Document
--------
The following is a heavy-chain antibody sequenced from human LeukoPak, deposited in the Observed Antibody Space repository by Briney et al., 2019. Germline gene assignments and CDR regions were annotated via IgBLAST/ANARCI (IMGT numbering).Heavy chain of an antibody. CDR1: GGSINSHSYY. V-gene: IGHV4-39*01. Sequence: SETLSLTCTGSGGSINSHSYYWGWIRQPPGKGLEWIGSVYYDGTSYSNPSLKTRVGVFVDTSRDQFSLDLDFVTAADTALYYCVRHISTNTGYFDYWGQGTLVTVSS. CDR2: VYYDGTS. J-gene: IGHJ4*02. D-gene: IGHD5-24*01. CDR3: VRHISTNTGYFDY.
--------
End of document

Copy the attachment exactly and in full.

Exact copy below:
The following is a heavy-chain antibody sequenced from human LeukoPak, deposited in the Observed Antibody Space repository by Briney et al., 2019. Germline gene assignments and CDR regions were annotated via IgBLAST/ANARCI (IMGT numbering).Heavy chain of an antibody. CDR1: GGSINSHSYY. V-gene: IGHV4-39*01. Sequence: SETLSLTCTGSGGSINSHSYYWGWIRQPPGKGLEWIGSVYYDGTSYSNPSLKTRVGVFVDTSRDQFSLDLDFVTAADTALYYCVRHISTNTGYFDYWGQGTLVTVSS. CDR2: VYYDGTS. J-gene: IGHJ4*02. D-gene: IGHD5-24*01. CDR3: VRHISTNTGYFDY.